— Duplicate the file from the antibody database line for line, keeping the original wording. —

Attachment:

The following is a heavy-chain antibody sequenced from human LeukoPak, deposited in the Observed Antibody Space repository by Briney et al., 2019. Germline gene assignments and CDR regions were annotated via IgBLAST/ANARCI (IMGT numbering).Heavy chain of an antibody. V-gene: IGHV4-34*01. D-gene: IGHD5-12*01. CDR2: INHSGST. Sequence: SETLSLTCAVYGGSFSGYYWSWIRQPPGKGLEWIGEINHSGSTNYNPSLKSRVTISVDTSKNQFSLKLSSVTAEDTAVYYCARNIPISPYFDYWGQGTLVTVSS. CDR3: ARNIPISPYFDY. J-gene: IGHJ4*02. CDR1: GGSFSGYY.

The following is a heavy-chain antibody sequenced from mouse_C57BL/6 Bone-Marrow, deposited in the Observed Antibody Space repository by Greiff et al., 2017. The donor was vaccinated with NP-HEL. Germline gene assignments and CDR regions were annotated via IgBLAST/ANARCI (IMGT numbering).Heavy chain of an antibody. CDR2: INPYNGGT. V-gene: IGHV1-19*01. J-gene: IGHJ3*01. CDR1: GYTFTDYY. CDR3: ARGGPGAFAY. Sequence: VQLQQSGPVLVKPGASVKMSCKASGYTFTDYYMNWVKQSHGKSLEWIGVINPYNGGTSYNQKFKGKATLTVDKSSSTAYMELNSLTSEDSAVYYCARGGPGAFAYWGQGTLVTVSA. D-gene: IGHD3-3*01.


The following is a heavy-chain antibody sequenced from human LeukoPak, deposited in the Observed Antibody Space repository by Briney et al., 2019. Germline gene assignments and CDR regions were annotated via IgBLAST/ANARCI (IMGT numbering).Heavy chain of an antibody. V-gene: IGHV4-34*01. D-gene: IGHD5-12*01. CDR2: INHSGST. Sequence: SETLSLTCAVYGGSFSGYYWSWIRQPPGKGLEWIGEINHSGSTNYNPSLKSRVTISVDTSKNQFSLKLSSVTAEDTAVYYCARNIPISPYFDYWGQGTLVTVSS. CDR3: ARNIPISPYFDY. J-gene: IGHJ4*02. CDR1: GGSFSGYY.

The following is a heavy-chain antibody sequenced from mouse_C57BL/6 Bone-Marrow, deposited in the Observed Antibody Space repository by Greiff et al., 2017. The donor was vaccinated with NP-HEL. Germline gene assignments and CDR regions were annotated via IgBLAST/ANARCI (IMGT numbering).Heavy chain of an antibody. CDR2: INPYNGGT. V-gene: IGHV1-19*01. J-gene: IGHJ3*01. CDR1: GYTFTDYY. CDR3: ARGGPGAFAY. Sequence: VQLQQSGPVLVKPGASVKMSCKASGYTFTDYYMNWVKQSHGKSLEWIGVINPYNGGTSYNQKFKGKATLTVDKSSSTAYMELNSLTSEDSAVYYCARGGPGAFAYWGQGTLVTVSA. D-gene: IGHD3-3*01.